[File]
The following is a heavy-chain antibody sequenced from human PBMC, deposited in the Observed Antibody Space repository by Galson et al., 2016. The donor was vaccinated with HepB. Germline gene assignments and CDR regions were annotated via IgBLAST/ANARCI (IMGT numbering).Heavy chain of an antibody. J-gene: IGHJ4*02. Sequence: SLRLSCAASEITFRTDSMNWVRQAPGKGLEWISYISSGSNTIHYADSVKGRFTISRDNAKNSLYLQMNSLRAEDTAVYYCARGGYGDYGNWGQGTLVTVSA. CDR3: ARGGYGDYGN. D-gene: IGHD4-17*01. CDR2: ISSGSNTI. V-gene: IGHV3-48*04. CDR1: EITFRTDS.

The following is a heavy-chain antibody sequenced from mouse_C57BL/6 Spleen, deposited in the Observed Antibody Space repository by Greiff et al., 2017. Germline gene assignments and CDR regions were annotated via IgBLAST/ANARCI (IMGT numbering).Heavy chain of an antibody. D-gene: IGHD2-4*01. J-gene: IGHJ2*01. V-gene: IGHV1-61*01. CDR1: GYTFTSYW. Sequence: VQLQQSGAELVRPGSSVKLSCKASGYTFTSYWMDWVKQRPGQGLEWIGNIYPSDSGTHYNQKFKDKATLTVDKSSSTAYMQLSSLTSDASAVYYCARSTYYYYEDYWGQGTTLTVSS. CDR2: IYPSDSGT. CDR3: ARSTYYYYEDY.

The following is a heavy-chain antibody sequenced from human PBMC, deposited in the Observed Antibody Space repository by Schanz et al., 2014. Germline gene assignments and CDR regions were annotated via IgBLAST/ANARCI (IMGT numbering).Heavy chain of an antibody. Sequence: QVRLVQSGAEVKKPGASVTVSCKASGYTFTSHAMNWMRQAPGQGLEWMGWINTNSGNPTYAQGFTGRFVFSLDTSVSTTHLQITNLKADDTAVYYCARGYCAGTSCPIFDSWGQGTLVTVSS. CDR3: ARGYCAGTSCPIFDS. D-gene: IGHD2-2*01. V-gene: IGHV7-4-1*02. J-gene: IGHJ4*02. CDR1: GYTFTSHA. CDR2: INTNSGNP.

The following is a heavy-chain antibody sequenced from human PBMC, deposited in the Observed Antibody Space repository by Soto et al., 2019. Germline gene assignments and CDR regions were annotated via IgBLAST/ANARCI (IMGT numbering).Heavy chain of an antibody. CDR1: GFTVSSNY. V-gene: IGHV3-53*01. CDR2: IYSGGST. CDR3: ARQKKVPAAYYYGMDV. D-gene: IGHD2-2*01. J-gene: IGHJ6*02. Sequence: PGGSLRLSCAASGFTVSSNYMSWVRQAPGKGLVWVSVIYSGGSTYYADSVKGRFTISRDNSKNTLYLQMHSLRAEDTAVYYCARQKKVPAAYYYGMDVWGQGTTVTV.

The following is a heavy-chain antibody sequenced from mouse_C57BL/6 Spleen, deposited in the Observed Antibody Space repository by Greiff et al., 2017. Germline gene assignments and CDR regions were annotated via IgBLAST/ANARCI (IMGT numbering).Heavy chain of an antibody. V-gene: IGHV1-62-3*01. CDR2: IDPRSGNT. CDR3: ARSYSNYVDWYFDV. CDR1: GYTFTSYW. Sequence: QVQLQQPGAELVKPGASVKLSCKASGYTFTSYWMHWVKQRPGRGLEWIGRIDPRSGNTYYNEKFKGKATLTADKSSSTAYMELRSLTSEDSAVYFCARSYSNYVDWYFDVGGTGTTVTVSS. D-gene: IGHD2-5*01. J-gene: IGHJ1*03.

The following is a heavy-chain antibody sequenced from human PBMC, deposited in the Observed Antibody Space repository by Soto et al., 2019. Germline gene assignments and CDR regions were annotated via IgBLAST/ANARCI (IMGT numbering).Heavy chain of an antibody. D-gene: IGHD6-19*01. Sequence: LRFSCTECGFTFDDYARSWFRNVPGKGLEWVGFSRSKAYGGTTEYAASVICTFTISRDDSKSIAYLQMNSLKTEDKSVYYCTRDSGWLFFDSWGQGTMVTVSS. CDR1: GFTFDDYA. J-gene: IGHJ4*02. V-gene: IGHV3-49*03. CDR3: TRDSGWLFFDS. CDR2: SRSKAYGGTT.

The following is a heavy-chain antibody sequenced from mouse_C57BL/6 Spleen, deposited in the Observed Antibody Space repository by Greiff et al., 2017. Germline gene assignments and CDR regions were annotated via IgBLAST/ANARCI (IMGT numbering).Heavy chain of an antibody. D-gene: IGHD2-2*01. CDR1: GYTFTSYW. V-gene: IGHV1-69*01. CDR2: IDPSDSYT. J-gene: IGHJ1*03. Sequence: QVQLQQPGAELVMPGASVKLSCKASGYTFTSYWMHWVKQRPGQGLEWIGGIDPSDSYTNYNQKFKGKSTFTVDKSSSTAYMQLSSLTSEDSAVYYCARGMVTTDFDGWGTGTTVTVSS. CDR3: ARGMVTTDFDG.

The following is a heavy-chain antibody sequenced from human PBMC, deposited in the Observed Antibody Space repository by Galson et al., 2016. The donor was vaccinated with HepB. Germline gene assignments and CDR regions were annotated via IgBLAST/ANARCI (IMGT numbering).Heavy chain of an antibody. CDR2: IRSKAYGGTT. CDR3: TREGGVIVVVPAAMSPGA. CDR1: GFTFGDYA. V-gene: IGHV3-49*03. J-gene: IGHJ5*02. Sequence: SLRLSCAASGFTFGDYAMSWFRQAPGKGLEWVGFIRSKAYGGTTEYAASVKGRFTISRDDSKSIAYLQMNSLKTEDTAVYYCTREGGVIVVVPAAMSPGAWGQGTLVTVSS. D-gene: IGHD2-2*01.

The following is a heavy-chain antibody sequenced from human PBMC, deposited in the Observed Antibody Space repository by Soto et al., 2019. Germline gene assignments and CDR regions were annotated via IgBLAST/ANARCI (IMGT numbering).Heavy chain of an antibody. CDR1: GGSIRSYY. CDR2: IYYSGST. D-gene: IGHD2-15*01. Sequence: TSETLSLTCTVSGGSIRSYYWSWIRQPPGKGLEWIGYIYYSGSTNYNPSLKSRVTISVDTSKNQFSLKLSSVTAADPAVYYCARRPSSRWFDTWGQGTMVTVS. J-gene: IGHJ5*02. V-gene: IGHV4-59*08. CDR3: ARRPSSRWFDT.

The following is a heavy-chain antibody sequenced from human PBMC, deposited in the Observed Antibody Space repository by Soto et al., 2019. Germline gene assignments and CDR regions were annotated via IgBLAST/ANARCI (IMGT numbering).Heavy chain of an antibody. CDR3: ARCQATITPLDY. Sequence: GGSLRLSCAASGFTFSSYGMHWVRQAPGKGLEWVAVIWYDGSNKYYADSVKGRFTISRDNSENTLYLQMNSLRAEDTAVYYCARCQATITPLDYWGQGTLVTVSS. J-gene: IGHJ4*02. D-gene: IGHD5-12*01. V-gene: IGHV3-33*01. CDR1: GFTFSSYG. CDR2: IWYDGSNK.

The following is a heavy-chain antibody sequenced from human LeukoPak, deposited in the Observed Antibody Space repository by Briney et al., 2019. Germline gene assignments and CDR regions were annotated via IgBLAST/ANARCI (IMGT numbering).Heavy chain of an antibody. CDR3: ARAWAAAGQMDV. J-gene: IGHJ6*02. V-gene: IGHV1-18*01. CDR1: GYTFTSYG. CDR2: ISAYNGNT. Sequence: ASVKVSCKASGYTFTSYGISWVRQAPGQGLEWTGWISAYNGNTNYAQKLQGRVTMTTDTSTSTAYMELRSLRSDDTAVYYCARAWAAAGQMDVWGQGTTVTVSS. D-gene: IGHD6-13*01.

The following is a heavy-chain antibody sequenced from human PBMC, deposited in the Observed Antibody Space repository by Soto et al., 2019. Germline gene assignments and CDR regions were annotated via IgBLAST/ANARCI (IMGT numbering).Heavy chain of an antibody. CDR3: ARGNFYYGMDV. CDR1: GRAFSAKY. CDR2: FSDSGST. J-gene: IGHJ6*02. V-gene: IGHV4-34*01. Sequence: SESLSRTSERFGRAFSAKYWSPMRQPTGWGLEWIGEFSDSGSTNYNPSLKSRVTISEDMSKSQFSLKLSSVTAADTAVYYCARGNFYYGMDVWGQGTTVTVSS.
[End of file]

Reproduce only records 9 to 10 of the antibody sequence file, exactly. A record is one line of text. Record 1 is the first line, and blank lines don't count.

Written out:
The following is a heavy-chain antibody sequenced from human PBMC, deposited in the Observed Antibody Space repository by Soto et al., 2019. Germline gene assignments and CDR regions were annotated via IgBLAST/ANARCI (IMGT numbering).Heavy chain of an antibody. CDR1: GGSIRSYY. CDR2: IYYSGST. D-gene: IGHD2-15*01. Sequence: TSETLSLTCTVSGGSIRSYYWSWIRQPPGKGLEWIGYIYYSGSTNYNPSLKSRVTISVDTSKNQFSLKLSSVTAADPAVYYCARRPSSRWFDTWGQGTMVTVS. J-gene: IGHJ5*02. V-gene: IGHV4-59*08. CDR3: ARRPSSRWFDT.

The following is a heavy-chain antibody sequenced from human PBMC, deposited in the Observed Antibody Space repository by Soto et al., 2019. Germline gene assignments and CDR regions were annotated via IgBLAST/ANARCI (IMGT numbering).Heavy chain of an antibody. CDR3: ARCQATITPLDY. Sequence: GGSLRLSCAASGFTFSSYGMHWVRQAPGKGLEWVAVIWYDGSNKYYADSVKGRFTISRDNSENTLYLQMNSLRAEDTAVYYCARCQATITPLDYWGQGTLVTVSS. J-gene: IGHJ4*02. D-gene: IGHD5-12*01. V-gene: IGHV3-33*01. CDR1: GFTFSSYG. CDR2: IWYDGSNK.